There's no single tool that will do this for you, as far as I know. You generally need additional information (multispectral imagery, terrestrial ecosystem/forestry mapping, etc.) to build a model, incorporating things you know about what you want to model (height, density, smoothness, reflective characteristics, etc.).
Not sure the exact steps I would take, but you should look at taking your building footprints and running the Extracting Buildings and Trees from Lidar tool (BuildingTreeIdentification_V3.zip) on my blog along with Trees as points (Trees From LIDAR and NAIP_Pro.TBX.zip). Next, I would use the classification tools with imagery. Segmentation tool seems to be a good way of classifying the result. I would add those as a field to the points and then try to do a group analysis using slope, segmentation, height, width, and maybe NDVI range. I tried this several years ago with some success. Here's an area I segmented:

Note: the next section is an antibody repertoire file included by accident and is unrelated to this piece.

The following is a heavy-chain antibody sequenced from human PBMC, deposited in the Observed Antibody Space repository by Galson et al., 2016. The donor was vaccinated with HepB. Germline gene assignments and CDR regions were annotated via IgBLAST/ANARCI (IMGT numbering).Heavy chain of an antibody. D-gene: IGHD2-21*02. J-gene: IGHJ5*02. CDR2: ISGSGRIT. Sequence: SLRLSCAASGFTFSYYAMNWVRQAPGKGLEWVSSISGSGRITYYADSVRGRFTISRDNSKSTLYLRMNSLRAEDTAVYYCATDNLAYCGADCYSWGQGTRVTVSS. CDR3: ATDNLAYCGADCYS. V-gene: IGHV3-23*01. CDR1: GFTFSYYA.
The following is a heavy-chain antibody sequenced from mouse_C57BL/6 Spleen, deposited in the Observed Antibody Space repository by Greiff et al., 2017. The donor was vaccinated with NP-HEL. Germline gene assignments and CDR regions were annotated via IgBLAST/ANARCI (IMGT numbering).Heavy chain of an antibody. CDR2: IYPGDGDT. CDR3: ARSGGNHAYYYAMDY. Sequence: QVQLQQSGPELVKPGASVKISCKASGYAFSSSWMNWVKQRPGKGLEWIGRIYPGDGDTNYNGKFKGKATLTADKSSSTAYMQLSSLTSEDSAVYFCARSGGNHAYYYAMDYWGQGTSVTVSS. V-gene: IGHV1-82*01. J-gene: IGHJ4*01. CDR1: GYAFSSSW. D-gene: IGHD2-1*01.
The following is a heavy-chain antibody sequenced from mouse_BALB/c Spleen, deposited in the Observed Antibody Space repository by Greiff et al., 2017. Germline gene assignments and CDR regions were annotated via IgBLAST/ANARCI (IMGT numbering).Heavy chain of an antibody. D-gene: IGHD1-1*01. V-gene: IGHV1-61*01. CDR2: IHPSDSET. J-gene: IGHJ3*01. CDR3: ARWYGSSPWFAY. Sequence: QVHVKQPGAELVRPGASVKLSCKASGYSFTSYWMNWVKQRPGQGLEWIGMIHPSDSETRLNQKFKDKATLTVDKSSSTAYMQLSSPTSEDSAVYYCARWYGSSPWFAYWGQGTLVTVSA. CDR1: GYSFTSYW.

And then the tree points with attributes run through a group analysis. The Red Triangles were points that are power lines or over water. You can see that different trees species are grouping with the different colors below. You really need ground truth data to do this properly.
You have my number/email if you want to contact me. I have not had time to further this research lately.
Once you have the points with the groups of trees identified, it would be simple to buffer the trees to a polygon and then using the polygons to classify the points based on height.
Arthur Crawford - Esri
A quick "heads up" in case this is a new type of analysis for you - set aside time beforehand to determine what level of accuracy will be acceptable given your project needs and then during the analysis definitely ground truth your results. It is not uncommon with this type of analysis to mis-classify large amounts of data. Expect to do several iterations as the process gets refined. I'd start with a small plot where you already know what trees exists there and see what the analysis says it is, then tweak the settings/process to improve the results.
Also, there always will be some level of error. The question that will need to be answered is what level of error is acceptable.
Chris Donohue, GISP